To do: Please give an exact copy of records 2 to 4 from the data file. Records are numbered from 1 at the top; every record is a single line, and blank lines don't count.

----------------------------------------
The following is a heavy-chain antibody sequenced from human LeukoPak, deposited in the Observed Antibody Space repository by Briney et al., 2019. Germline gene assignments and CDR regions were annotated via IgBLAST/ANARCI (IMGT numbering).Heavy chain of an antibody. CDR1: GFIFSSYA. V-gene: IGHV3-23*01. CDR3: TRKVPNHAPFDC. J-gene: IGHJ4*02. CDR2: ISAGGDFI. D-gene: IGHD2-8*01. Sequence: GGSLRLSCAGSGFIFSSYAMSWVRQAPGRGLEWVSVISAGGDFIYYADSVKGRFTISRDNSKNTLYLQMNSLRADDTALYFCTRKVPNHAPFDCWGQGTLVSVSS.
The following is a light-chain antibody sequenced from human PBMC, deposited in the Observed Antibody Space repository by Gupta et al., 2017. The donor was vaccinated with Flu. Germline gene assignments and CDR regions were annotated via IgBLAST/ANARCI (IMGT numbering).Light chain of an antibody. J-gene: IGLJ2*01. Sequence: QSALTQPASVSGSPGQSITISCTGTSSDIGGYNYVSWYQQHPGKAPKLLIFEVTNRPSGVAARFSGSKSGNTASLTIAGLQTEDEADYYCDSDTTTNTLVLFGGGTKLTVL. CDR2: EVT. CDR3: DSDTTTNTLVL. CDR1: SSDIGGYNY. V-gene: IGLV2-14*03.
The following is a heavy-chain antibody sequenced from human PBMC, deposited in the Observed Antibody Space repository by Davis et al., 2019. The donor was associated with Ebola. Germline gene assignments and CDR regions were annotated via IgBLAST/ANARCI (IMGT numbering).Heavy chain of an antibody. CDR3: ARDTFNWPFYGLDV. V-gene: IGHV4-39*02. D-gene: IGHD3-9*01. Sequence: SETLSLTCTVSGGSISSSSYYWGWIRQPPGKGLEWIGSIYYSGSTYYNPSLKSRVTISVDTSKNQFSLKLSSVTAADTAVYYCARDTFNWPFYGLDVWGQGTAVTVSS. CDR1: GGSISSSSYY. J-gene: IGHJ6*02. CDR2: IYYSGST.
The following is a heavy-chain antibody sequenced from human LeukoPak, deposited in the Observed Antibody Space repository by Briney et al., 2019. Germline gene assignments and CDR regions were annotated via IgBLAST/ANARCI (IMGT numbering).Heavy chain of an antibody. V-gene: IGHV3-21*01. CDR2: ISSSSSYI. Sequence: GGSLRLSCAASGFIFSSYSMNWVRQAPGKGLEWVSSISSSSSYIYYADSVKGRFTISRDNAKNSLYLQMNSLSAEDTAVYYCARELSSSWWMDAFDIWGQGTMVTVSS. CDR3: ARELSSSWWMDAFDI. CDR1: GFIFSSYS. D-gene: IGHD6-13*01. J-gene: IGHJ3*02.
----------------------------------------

The following is a light-chain antibody sequenced from human PBMC, deposited in the Observed Antibody Space repository by Gupta et al., 2017. The donor was vaccinated with Flu. Germline gene assignments and CDR regions were annotated via IgBLAST/ANARCI (IMGT numbering).Light chain of an antibody. J-gene: IGLJ2*01. Sequence: QSALTQPASVSGSPGQSITISCTGTSSDIGGYNYVSWYQQHPGKAPKLLIFEVTNRPSGVAARFSGSKSGNTASLTIAGLQTEDEADYYCDSDTTTNTLVLFGGGTKLTVL. CDR2: EVT. CDR3: DSDTTTNTLVL. CDR1: SSDIGGYNY. V-gene: IGLV2-14*03.
The following is a heavy-chain antibody sequenced from human PBMC, deposited in the Observed Antibody Space repository by Davis et al., 2019. The donor was associated with Ebola. Germline gene assignments and CDR regions were annotated via IgBLAST/ANARCI (IMGT numbering).Heavy chain of an antibody. CDR3: ARDTFNWPFYGLDV. V-gene: IGHV4-39*02. D-gene: IGHD3-9*01. Sequence: SETLSLTCTVSGGSISSSSYYWGWIRQPPGKGLEWIGSIYYSGSTYYNPSLKSRVTISVDTSKNQFSLKLSSVTAADTAVYYCARDTFNWPFYGLDVWGQGTAVTVSS. CDR1: GGSISSSSYY. J-gene: IGHJ6*02. CDR2: IYYSGST.
The following is a heavy-chain antibody sequenced from human LeukoPak, deposited in the Observed Antibody Space repository by Briney et al., 2019. Germline gene assignments and CDR regions were annotated via IgBLAST/ANARCI (IMGT numbering).Heavy chain of an antibody. V-gene: IGHV3-21*01. CDR2: ISSSSSYI. Sequence: GGSLRLSCAASGFIFSSYSMNWVRQAPGKGLEWVSSISSSSSYIYYADSVKGRFTISRDNAKNSLYLQMNSLSAEDTAVYYCARELSSSWWMDAFDIWGQGTMVTVSS. CDR3: ARELSSSWWMDAFDI. CDR1: GFIFSSYS. D-gene: IGHD6-13*01. J-gene: IGHJ3*02.